These are Susan Mills Mitered Mittens. It’s the 4th time I’ve knit them and they are tons ‘o fun to work up. I used Bluefaced Leicester Aran Prints by West Yorkshire Spinners. I’ve worked with this yarn before though not in this colorway. The patterning is reliably consistent. But it’s a worsted weight, not an Aran, to my way of thinking. Which made it perfect for this pattern.
These may look complicated but they’re easy–with one challenge (more on that later). They are knit flat in garter stitch.There’s one long seam on the edge opposite the thumb. And there’s a thumb seam on the inside of the thumb. Have you figured out yet how the mitten is formed? You work bottom up, through the thumb gusset. When the gusset’s complete you put the mitten stitches on a holder and complete knitting the thumb. With all the stitches back on the needle, you cast on stitches at each edge. Those stitches get “pulled in” by the centered double decrease–with some extra shaping at the top of the fingers–until the mitten is completed.
It’s totally fun and very ingenious.
About that one challenge: it’s keeping the double decrease centered. The instructions are to use a removable marker to clue you in on when to start the decrease. I’ve probably not confessed this before. I don’t get along well with removable stitch markers. I like to have my markers on my needles where they belong.
Keeping track of the mitered decreases wasn’t working for me until I ditched the suggested removable stitch marker. Instead, I put a “regular” stitch marker in place. Then I slipped the stitch before the marker, removed the marker, slipped the next stitch, knit the next stitch, passed the two slipped stitches over—and replaced the marker before the stitch just knit. Admittedly it’s a super clunky maneuver. And there’s the pesky problem of what to do with that stitch marker for the moment it takes to get it out of the way. Mostly I put the rubbery o-ring marker–don’t be grossed out–in my mouth. But at least I got my decreases in the right place. And I did wash the mitts before I put them into my gift stash.
I had enough yarn left to work up a sort of matching cap. It’s tincanknits Barley, with a sweet pompom added. Check here and here for other versions of Mitered Mittens. My only modification to the mittens was to work a 4″ cuff, which is a tad longer than the pattern suggests.
In this frigid cold and windy November and December, I’ve had lots of mittens on my needles. These next two pair are Elizabeth Zimmermann’s Mittens From the Top. I’ve been wanting to knit them for a long time. As is obvious from the name of the pattern, they’re knit from the top down. They are also knit flat in garter stitch.
I knit both this gold pair and the gray one below in Brown Sheep’s Lamb’s Pride Worsted. They are super warm. Exactly how warm? My brother’s stepson is a rural postal carrier. He chose this pair from my gift stash just before Christmas. Mr. Postman Nate has already asked if I can make him another pair because he “loves these things!”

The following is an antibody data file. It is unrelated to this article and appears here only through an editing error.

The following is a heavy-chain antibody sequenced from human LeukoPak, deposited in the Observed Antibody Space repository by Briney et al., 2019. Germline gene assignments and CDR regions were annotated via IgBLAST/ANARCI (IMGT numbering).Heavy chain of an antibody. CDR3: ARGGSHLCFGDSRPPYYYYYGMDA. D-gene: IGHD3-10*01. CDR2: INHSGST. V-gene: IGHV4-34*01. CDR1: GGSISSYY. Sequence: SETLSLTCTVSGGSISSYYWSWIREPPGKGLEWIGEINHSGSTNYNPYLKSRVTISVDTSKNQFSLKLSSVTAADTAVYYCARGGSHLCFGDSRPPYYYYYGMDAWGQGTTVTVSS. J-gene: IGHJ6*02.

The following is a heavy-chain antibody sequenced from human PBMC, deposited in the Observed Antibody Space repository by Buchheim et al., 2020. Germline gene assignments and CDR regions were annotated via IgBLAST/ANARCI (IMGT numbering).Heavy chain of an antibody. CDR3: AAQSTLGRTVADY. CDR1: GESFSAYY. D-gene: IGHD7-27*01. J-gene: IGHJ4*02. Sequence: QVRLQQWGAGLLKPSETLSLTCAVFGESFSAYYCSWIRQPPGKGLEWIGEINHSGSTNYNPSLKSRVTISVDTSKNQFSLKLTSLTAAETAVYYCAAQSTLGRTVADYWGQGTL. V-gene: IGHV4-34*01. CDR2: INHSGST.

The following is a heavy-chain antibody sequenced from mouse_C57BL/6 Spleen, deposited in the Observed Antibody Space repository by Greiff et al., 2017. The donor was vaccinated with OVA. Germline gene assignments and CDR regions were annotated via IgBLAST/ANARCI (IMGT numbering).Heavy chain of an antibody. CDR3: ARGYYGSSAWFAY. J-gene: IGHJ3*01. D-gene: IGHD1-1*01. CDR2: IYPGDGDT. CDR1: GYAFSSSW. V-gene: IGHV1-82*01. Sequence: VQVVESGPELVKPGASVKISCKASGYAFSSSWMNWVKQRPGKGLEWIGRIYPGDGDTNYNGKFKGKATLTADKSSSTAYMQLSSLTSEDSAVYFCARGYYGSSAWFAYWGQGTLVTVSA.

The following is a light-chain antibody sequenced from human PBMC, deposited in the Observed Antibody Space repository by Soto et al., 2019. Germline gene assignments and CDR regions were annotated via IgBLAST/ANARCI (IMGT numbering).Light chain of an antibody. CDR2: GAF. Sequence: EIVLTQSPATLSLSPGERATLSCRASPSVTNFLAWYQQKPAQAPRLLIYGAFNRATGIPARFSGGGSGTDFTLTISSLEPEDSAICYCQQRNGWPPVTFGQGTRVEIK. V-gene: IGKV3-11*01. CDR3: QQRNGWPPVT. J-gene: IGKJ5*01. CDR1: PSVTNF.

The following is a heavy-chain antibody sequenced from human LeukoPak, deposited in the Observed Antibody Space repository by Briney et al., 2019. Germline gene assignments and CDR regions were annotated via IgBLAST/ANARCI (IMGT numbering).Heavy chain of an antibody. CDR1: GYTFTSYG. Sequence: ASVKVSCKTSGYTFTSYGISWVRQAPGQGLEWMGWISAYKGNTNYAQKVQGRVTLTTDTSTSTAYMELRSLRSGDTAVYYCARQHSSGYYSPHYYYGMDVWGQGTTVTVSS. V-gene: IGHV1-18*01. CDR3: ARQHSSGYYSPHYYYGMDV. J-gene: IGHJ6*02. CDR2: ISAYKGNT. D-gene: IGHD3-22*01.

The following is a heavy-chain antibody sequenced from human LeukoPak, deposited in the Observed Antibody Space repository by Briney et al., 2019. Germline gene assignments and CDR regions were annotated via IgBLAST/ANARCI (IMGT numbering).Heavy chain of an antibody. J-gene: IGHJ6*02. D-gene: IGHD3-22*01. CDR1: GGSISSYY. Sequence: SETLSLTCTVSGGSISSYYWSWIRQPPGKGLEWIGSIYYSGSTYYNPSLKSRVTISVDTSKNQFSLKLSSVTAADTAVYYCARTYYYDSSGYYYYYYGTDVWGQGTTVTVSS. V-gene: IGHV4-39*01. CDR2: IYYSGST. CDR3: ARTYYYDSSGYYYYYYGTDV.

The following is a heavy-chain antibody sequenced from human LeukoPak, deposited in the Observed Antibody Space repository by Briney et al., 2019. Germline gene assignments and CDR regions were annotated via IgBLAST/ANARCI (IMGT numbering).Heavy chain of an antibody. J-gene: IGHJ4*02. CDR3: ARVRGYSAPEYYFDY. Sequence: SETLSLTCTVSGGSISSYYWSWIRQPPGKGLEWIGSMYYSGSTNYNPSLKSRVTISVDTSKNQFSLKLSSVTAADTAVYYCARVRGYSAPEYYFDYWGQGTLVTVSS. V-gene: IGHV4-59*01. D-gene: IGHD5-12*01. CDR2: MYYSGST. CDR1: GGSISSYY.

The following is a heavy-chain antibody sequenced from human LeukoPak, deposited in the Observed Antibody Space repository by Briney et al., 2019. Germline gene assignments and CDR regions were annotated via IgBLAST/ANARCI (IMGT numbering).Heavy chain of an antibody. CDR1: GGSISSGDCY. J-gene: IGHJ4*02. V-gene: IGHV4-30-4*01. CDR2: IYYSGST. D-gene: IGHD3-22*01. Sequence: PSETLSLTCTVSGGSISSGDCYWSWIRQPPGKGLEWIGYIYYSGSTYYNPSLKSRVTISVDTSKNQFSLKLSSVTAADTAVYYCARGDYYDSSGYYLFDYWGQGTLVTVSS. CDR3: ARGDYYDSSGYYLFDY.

We owe a lot to rural postal carriers. Another pair of mittens and maybe a matching hat is definitely something I want to do. Cold hands shouldn’t have to be part of the job. Nate is a non-knitter and he doesn’t know that camo ones would be a challenge. Plus I suspect what he most likes about these mittens is the warmth of the Lamb’s Pride mix of 85% wool 15% mohair. I’ve located some camo Aran weight wool yarn that might be warm enough. But I’m also considering simply knitting him a spare pair in some green-gray Lamb’s Wool I have in my stash.
Here’s that second pair of Mittens From the Top, this time in a nice heathered dark gray.
My pattern for this mitten is in Knit One, Knit All. I am fairly certain that my book version of this pattern has errors on the stitch count for the increases. You don’t get to the required 40 stitches at the top of the mitten with a k2, m1 worked all round. (Another Raveler has found the same problem.) This won’t make sense unless you’re working on the pattern, but at the end of the 1st increase, you need 18 stitches. After the 2nd increase you need 27. And after the 3rd one you’ll only get to the 40 required stitches if–when you get to the last 2 stitches–you k1, m1, k1. And I’m also fairly sure that you need to do the same at the last 2 stitches when you increase at the cuff to end up with the required 45 stitches.
I was really on a garter stitch mitten kick. I’ve knot nit oops not knit Elizabeth Zimmermann’s Sideways Mystery Mittens in a month of Sundays. So I had another go at this pattern, using Noro Silk Garden.
The way that the rows of color line up are the biggest clue for how these mittens are knit. The most I can say is that when you follow the instructions exactly as they are written you end up with a mitten. Really. The design of these is so odd that you end up losing confidence that a mitten can result. They’re not any kind of mitten until right at the very end. And then they are. Here’s another pair I’ve knit. Great fun!
If you have the time, consider knitting some mittens. Warm hands, warm heart. And I forgot to mention that each of these mittens fit either hand. You might even want to consider knitting them in sets of three because, of course, a day will come when one mitten decides to go AWOL.